The refiner initiates a long hedge in crude oil and short hedges in heating oil and gasoline to fix a substantial portion of his refining margin. On September 15, the refiner incurs an obligation to buy 6,000 barrels of crude oil on May 16 at prevailing cash prices. He is also obliged to sell 84,000 gallons (2,000 barrels) of heating oil and 168,000 gallons (4,000 barrels) of gasoline on November 28 at prevailing spot prices. The crack spread has ensured that refining crude oil will be at least as profitable in November as it was in September, regardless of whether the actual cash margin narrows or widens. A decline in the cash margin is offset by a gain in the futures market; conversely, any gain in the cash market is offset by a loss in the futures market. The example assumes a crack spread of three crude oil, two gasoline, one heating oil.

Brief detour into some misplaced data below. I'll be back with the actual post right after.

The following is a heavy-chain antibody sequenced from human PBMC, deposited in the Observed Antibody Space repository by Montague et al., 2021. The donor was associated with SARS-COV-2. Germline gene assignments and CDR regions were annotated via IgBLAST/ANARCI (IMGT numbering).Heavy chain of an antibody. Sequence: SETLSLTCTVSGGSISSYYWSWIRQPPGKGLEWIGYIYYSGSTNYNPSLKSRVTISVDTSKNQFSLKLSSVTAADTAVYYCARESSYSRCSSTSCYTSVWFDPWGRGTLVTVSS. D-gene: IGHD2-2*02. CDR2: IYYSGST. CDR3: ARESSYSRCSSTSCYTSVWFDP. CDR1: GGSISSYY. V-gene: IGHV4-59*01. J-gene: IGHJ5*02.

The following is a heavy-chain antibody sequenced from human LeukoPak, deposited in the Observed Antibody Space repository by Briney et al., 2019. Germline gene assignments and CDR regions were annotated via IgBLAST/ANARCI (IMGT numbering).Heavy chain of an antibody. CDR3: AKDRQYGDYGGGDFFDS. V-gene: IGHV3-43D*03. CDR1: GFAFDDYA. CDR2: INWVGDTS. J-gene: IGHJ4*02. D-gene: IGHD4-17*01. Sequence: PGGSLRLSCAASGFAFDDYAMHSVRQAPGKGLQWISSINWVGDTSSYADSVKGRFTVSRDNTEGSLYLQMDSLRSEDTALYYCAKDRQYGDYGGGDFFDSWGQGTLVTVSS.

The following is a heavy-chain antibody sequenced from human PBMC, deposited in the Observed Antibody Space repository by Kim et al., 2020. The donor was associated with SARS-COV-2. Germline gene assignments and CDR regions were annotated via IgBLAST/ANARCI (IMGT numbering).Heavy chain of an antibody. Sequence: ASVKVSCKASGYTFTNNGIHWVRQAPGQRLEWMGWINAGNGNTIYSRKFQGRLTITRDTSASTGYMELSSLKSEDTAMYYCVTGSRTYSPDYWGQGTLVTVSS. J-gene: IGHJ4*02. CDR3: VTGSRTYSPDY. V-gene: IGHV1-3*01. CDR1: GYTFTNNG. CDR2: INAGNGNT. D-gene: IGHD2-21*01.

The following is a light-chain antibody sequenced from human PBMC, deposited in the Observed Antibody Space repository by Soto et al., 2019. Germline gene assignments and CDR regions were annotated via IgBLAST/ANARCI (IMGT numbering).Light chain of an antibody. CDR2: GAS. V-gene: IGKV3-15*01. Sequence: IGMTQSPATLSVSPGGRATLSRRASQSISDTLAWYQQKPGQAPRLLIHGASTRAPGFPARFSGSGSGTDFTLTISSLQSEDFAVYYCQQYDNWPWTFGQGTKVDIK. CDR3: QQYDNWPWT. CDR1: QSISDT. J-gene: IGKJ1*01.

Date Sept. 15 Prices Sweet crude: Cushing -- $18.90 Heating Oil: Gulf Coast, $0.4875/gal, $20.47/bbl Commits to sell at prevailing prices: 84,000 gal. heating oil on Nov. 28 Action Agrees to buy at prevailing prices: 6,000 bbl. sweet crude on Oct. 16 Futures Market Buys six Nov. sweet crude contracts at $18.45/bbl.
Sells two Dec. heating oil contracts, $.5255/gal, $22.07/bbl
N.Y. Harbor, $0.5125/gal, $21.52/bbl Gasoline: Commits to sell at prevailing prices: 168,000 gal. gasoline on Nov. 28
Sells four Dec. New York Harbor gasoline contracts, $0.5275/gal, $22.15/bbl